Visual Political Communication in Popular Chinese Television Series
This thesis argues that the content of popular Chinese TV dramas helps construct and reenforce social and political reality in China by defining what is true. With the increasing liberalisation of the Chinese TV drama market, this construction process is becoming more and more complex: it is not merely influenced by the political interests of state and party institutions, but also by the commercial interests of producers and broadcasters, as well as by the viewing habits and interests of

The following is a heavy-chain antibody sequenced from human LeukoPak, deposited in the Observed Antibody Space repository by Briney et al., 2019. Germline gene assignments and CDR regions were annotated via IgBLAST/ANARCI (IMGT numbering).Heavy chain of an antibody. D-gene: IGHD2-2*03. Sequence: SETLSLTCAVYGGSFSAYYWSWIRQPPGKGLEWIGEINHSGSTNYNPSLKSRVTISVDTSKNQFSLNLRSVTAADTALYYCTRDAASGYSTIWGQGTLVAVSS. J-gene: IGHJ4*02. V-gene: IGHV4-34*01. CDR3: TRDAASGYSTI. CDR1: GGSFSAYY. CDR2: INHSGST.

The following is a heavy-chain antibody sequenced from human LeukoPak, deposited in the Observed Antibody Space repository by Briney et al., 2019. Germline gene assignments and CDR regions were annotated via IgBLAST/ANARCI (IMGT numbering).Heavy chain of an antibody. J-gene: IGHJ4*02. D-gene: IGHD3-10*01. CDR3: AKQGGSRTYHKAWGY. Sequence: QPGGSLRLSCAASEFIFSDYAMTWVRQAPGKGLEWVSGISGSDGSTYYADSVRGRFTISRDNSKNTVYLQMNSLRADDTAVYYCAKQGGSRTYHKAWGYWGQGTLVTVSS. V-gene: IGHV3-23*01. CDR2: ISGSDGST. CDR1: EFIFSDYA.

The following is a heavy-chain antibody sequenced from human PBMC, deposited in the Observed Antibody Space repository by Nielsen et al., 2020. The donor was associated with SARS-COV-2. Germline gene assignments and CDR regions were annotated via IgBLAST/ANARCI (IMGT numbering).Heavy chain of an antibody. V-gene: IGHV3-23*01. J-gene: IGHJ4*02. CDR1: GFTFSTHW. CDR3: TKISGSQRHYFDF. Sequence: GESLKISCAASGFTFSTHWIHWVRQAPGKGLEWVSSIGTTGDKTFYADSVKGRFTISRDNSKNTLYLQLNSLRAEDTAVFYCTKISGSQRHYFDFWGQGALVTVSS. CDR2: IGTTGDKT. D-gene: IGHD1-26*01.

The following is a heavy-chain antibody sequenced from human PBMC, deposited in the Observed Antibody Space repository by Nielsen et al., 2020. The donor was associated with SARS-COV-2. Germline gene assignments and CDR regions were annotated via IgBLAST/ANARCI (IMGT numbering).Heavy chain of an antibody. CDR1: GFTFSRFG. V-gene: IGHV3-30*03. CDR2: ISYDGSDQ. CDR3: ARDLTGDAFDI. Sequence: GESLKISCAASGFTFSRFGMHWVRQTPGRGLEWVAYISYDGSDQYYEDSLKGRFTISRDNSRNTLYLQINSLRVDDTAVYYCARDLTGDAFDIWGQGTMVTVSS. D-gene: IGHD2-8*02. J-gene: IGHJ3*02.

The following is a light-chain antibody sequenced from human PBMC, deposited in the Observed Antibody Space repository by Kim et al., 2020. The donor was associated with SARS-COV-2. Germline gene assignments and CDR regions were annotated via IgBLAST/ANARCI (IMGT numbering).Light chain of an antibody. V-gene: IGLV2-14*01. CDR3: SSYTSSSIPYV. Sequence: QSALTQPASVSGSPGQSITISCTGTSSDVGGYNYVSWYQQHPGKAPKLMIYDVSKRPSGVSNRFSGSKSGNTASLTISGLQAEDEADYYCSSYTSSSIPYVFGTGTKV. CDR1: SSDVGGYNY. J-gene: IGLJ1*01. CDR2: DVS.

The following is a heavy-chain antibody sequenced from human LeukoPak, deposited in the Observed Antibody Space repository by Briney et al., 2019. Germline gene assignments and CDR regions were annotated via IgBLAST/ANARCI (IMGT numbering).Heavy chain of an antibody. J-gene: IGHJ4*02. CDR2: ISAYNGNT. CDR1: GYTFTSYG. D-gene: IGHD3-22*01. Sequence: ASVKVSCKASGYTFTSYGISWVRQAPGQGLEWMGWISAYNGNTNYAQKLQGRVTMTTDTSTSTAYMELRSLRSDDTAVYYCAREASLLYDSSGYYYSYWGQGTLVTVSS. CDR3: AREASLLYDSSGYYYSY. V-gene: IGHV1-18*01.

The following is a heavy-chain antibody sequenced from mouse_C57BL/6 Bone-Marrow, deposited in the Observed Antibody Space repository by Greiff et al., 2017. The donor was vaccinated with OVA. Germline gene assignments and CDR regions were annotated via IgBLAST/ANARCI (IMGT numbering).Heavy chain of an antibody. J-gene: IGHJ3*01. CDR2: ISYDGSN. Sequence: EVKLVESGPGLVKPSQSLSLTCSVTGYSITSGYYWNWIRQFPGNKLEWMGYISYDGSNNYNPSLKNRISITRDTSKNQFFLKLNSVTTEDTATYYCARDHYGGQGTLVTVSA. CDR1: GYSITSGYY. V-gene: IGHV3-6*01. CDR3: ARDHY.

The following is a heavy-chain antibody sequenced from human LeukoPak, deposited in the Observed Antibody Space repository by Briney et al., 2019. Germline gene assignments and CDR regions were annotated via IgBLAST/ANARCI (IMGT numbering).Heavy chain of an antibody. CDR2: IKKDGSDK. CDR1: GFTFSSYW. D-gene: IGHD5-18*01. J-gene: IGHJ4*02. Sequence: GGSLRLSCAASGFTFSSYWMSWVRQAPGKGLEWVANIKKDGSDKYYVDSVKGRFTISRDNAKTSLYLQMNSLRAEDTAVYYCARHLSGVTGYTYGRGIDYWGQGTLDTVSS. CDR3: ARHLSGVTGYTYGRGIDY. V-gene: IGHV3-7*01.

... interests of audiences. Consequently, Chinese TV dramas create ideas concerning Chinese society which are simultaneously popular and politically 'healthy'. Based on qualitative interviews with Chinese media experts and production crew members conducted in 2007, my research shows how various actors and institutional factors influence the production of political discourses in Chinese TV dramas. This thesis also offers a qualitative analysis of how the discourses on two political concepts (governance and security) are depicted in three particularly popular dramas, one historical epic, one crime drama, and one teen drama. This analysis shows that these programs all link their political message to patriotic sentiments or conservative gender discourses, and that this is not the result of political directives but instead of market dynamics and of audiences' viewing preferences. In this sense, the present research shows how the apparent liberalisation of the drama market in reality imposes a whole framework of new cultural, political, and economic restrictions, which in turn leads to the production of TV content that is firmly rooted in hegemonic discourses. This discourse is then not primarily reproduced because it is politically opportune, but because it is popular.